(Montel) The UK is more likely to leave the EU without a withdrawal agreement after the appointment of Boris Johnson as prime minister, which while bearish for carbon might not be as marked as initially expected, analysts told Montel.
Players had initially predicted in the scenario of a so-called no-deal Brexit that there would be a sharp decrease in carbon prices, as Britain would no longer be a member of the EU ETS and UK-based installations would likely sell any surplus EUAs before “Brexit day”.
However, repeated delays to the country’s scheduled withdrawal from the bloc had given UK players enough time to make arrangements to move their EUAs to accounts in other EU countries or to transfer them to affiliate companies abroad, the analysts said.
The Dec 19 EUA contract was last seen up EUR 0.50 at EUR 29.49/t, after hitting a fresh 11-year high of EUR 29.64/t earlier.
“British installations are well prepared. Most of them have transferred surplus EUAs to continental Europe,” said Bernadett Papp of Vertis Environmental Finance.
But there was still a chance EUA prices could drop, Papp said.
“There might still be installations that have allowances on their accounts, either because they did not believe in a hard Brexit and kept the old surplus or because they have continued to hedge their emissions exposure in 2019.”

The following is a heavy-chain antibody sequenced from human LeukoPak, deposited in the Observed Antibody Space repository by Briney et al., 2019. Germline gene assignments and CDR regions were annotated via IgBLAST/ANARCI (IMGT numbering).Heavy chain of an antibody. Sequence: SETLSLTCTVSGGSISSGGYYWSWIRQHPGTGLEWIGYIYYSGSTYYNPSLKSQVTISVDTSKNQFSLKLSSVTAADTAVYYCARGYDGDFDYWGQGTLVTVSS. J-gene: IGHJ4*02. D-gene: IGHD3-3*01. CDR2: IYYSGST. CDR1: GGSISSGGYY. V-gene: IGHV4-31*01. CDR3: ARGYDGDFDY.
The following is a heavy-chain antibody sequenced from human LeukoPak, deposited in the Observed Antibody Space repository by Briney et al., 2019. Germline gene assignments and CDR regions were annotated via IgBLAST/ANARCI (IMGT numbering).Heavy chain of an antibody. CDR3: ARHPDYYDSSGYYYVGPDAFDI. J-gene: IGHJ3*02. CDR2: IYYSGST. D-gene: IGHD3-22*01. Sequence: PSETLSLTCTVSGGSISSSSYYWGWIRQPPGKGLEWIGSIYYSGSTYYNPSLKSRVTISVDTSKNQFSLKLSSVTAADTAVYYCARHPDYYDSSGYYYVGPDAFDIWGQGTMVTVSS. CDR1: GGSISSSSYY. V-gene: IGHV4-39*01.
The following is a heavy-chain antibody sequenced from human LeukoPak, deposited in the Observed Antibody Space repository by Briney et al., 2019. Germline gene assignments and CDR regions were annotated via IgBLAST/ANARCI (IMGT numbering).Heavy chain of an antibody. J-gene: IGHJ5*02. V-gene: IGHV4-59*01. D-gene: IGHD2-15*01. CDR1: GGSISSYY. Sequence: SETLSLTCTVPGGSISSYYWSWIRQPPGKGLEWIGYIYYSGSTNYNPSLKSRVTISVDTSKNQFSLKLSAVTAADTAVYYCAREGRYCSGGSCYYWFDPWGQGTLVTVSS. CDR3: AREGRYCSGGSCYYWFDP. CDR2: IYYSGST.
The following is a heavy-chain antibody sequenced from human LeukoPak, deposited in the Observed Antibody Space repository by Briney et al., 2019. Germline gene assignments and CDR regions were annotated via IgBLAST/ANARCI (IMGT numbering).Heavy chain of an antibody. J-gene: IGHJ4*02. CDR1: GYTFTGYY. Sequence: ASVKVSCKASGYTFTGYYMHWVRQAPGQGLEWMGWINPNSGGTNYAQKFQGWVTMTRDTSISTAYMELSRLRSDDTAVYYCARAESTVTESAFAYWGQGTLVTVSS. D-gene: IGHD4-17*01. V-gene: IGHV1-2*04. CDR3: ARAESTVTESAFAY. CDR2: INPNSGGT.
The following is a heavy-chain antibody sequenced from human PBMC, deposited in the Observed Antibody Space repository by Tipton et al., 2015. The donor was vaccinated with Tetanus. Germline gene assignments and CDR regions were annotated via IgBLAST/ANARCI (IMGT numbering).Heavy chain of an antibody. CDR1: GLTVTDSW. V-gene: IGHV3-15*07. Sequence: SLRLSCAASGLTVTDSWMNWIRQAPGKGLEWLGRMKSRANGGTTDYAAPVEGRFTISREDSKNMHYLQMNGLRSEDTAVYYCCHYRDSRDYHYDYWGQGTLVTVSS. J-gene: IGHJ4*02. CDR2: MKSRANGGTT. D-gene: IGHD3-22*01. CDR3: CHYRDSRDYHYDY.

“[It’s] all been written about. Whoever is not yet prepared for a hard Brexit will likely never be prepared,” added Marcus Ferdinand of Icis.
No immediate reaction
Players certainly did not expect an immediate reaction to Johnson’s appointment and said the market would wait on the progress of reaching a withdrawal agreement with Brussels, with Britain due to leave the EU by 31 October deal or no deal, "do or die", according to the new prime minister.
“I’m not sure anyone [wants] to go short just yet,” said Trevor Sikorski of Energy Aspects. “No one wants a big position before the holidays and August is usually supported, so the market selling off on Brexit might have to wait a month or two.”
EUA prices have risen in every August since 2008, due mainly to the annual 50% cut in auction volumes during the peak holiday month.
“For ETS participants it is more about pricing the sentiment than any fundamental considerations at the moment, given that all of this will depend on a final hard/soft/no Brexit decision,” said Ferdinand.
“[But] there will likely be some price reaction [to Johnson’s appointment] and [the likely resignations] of key ministers. The sentiment will likely turn bearish,” he added.
Earlier this week, finance minister Philip Hammond had threatened to resign if Johnson was victorious as he said he could not support a possible no-deal Brexit and a host of other ministers may follow suit, with foreign office minister Alan Duncan quitting on Monday, along with education minister Anne Milton this morning.
Energy policy impact?
The leadership of Johnson – who beat foreign secretary Jeremy Hunt in a final run-off – is unlikely to impact the country’s existing climate and energy legislation, however.
Last month, the UK became the first major economy to pass laws to bring all greenhouse gas emissions to net zero by 2050, compared with a previous target of at least an 80% reduction from 1990 levels. The move was in response to the 2015 Paris climate pact to keep the increase in global average temperature to well below 2C above pre-industrial levels and to limit the increase to 1.5C.
Energy minister Claire Perry’s job could be in the balance though, with reports she is one of the ministers that could quit over Johnson’s failure to rule out a no-deal Brexit.